On Wednesday, Oil prices rose as hopes of an effective COVID-19 vaccine continued to reinforce sentiment, while an industry report showed U.S. crude inventories fell more than anticipated.
Brent crude futures rose $1.01, or 2.3%, to $44.62 a barrel at 0740 GMT, while U.S. West Texas Intermediate (WTI) crude CLc1 prospects added 99 cents, or 2.4%, to $42.35 a barrel. Both benchmarks gained nearly 3% on Tuesday.
“There are no signs of a correction in oil markets, with Brent and WTI rising strongly again overnight as oil traders go all-in on a vaccine-led recovery boosting demand,” said Jeffrey Halley, senior market analyst at OANDA.
Crude stockpiles also fell by 5.1 million barrels last week to about 482 million barrels, industry group data showed on Tuesday, compared with analysts’ expectations in a Reuters poll for a reduction of 913,000 barrels.
Both Brent and U.S. oil prices are up more than 13% this week since initial trials data showed the experimental COVID-19 vaccine being developed by Pfizer Inc PFE.N and Germany’s BioNTech 22UAy.DE was 90% effective.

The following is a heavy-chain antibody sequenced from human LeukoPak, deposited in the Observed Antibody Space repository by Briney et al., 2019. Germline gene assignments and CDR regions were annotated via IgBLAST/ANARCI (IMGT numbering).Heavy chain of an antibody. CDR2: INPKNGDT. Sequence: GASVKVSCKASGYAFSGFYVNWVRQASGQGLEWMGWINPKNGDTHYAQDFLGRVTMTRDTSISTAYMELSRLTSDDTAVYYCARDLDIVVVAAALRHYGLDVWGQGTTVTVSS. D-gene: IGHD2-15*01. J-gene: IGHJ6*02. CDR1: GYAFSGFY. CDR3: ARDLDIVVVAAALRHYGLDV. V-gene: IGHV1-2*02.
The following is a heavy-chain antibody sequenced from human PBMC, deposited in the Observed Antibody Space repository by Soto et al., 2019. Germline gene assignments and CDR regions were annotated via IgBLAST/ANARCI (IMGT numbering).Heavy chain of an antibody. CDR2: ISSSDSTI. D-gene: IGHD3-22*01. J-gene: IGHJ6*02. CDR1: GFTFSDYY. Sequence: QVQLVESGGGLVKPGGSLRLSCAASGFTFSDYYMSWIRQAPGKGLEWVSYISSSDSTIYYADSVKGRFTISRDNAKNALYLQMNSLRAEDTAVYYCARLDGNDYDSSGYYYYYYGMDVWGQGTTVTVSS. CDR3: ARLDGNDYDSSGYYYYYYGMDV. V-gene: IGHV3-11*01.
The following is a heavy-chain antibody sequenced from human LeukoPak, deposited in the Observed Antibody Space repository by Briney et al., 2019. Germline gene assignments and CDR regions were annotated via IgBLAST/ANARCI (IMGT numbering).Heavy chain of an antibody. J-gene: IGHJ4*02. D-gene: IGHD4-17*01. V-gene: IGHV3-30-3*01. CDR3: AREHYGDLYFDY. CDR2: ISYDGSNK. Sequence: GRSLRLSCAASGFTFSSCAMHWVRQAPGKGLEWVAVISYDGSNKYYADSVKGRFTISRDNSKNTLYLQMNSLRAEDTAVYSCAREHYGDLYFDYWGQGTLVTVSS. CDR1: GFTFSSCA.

Although the positive news on vaccines supports oil prices, the overall fuel demand outlook remains clouded amid re-imposed coronavirus restrictions in Europe and the United States.
“Near-term demand prospects remain weak – particularly given a range of European countries implemented COVID-19 restrictions (albeit to varying degrees) which will negatively impact consumption,” analysts at National Australia Bank said in a note on Wednesday.
“Beyond these measures, demand will take a considerable time to recover – as international travel remains constrained.”
Renewed restrictions in Europe and the United States to combat the coronavirus have slowed fuel demand recovery pace, offsetting a rebound in Asian economies where consumption has almost returned to pre-COVID levels.
“I believe the market will look for evidence of demand recovery before prices kick up seriously higher,” said Sukrit Vijayakar, director of energy consultancy Trifecta.